Good compressor for nailing work

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Review by ferstler posted 11-24-2008 11:02 PM 4847 views 0 times favorited 4 comments Add to Favorites Watch
Good compressor for nailing work No-picture-s No-picture-s Click the pictures to enlarge them

I have had this oil-free compressor for several years and have used it in conjunction with my Ridgid and Campbell-Hausfeld framing nailers to add timbering to my attic trusses, build a fancy coffered ceiling in my garage, and add additional nails to the siding on my house. I have also used it to power finishing and brad nailers for assorted projects.

The thing works just fine. The calibration is perfect and I appreciate not having to worry about oil in the compressor section. It weighs 70 pounds, which makes it kind of awkward to carry around (note the single hand hold in the photo, which makes me think it was designed to be carried by Popeye), but when I did the work on my house I simply left it inside my shop out back and ran hoses of appropriate length (up to 200 feet) to the project. The one exception was the garage-ceiling project, where I had to keep changing from the framing nailer, to the brad nailer, to a palm nailer, and back. It was good to have the unit closeby for those multiple disconnect situations.

I cannot think of a thing I would change, except that maybe it would be a bit easier to live with if it had big wheels attached. Come to think of it, Ridgid now has one with wheels, but I think it comes with an oil-lubed compressor.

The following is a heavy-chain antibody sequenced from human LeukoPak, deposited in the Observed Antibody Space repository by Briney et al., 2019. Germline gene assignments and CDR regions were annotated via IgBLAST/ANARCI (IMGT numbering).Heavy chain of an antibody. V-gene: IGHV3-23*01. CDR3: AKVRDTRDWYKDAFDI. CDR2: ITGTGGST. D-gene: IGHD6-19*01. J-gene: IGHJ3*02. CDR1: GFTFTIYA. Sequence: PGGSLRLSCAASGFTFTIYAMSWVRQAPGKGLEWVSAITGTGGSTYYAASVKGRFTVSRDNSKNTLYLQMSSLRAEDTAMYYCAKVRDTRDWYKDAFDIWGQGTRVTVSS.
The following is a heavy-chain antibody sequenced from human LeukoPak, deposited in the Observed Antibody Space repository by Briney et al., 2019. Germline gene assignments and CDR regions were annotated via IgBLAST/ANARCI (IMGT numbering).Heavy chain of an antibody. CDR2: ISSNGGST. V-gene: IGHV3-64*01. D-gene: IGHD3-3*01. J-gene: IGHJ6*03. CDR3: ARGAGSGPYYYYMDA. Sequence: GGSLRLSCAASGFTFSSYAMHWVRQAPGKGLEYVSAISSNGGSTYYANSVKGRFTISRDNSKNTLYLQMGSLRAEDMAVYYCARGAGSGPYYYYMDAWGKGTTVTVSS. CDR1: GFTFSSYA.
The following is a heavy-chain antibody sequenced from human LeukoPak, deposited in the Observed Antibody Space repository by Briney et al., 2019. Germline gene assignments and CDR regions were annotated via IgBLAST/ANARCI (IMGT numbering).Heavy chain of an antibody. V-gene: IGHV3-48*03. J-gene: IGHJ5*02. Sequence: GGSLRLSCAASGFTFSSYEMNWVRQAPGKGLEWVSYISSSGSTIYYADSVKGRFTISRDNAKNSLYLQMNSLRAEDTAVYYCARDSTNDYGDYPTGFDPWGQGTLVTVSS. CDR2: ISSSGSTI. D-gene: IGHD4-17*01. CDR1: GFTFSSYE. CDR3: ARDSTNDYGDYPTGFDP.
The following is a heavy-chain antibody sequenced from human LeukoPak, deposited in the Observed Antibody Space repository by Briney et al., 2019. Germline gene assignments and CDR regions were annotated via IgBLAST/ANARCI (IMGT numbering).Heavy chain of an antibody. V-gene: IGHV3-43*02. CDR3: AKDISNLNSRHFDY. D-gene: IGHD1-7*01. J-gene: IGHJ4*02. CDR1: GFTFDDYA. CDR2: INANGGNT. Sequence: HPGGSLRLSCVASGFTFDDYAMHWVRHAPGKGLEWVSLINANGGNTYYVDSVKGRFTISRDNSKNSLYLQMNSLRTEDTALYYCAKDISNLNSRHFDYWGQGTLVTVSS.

Howard Ferstler

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342 posts in 4293 days

4 comments so far

View dennis mitchell's profile

dennis mitchell

3994 posts in 5087 days

#1 posted 11-25-2008 06:51 PM

I drag this compressor into and out of houses every time I do an install. That 70 lbs makes me feel every year, but I need a compressor large enough to run my spray gun. And this noisy heavy bastard sure does the job.

View Steve2's profile


75 posts in 4344 days

#2 posted 11-27-2008 06:50 AM

Just an observation if I may – that thing is a Campbell-Haus compressor with a Rigid label; why on earth would you run dual hoses and another regulator etc when the operating range of all those guns is common and set it mid range, around 95 lbs. I see no issue with an oiled compressor – it is FAR less noisy and I have never seen an oil problem. Use quick disconnects for the varied tools. To each his own.

-- Regards, Steve2

View Bill1974's profile


136 posts in 3758 days

#3 posted 04-23-2012 01:11 AM

I have one too, the only thing I would change is to make it a bit quieter. It’s loud but so are more oil-less compressors. I do like the capacity it has. With a little patients I am able to blow out my sprinklers (longest run is 200 feet of 1 inch pipe). It’s even worked with with some spray guns, again just have the have some patients or find a gun that doesn’t use to much air. And one more thing is it pretty much uses all the current that is available on a 15 amp breaker, I put mine on a 20 amp it possible.

View ferstler's profile


342 posts in 4293 days

#4 posted 04-23-2012 02:36 PM

Hey, Bill1974,

My shop out back has two feed lines. One is a 12 AWG wire with a 20-amp breaker. I use that mostly for the lights and the dust collector. The other is used for the tools, and is fed by an 8 AWG line and a 25-amp breaker. That is the one I use for the compressor, too.

I suppose we have to live with the fact of oilless compressors being loud.

Ridgid came out with a compressor with lighter (aluminum) tanks somewhat later one, but it was not an oil-free job. I suppose that oil is not all that big a deal, but since I now use my unit only intermittently having to not worry about oil is a plus. My unit is now discontinued, I think, and the newer model seems no worse than what went before.

Howard Ferstler

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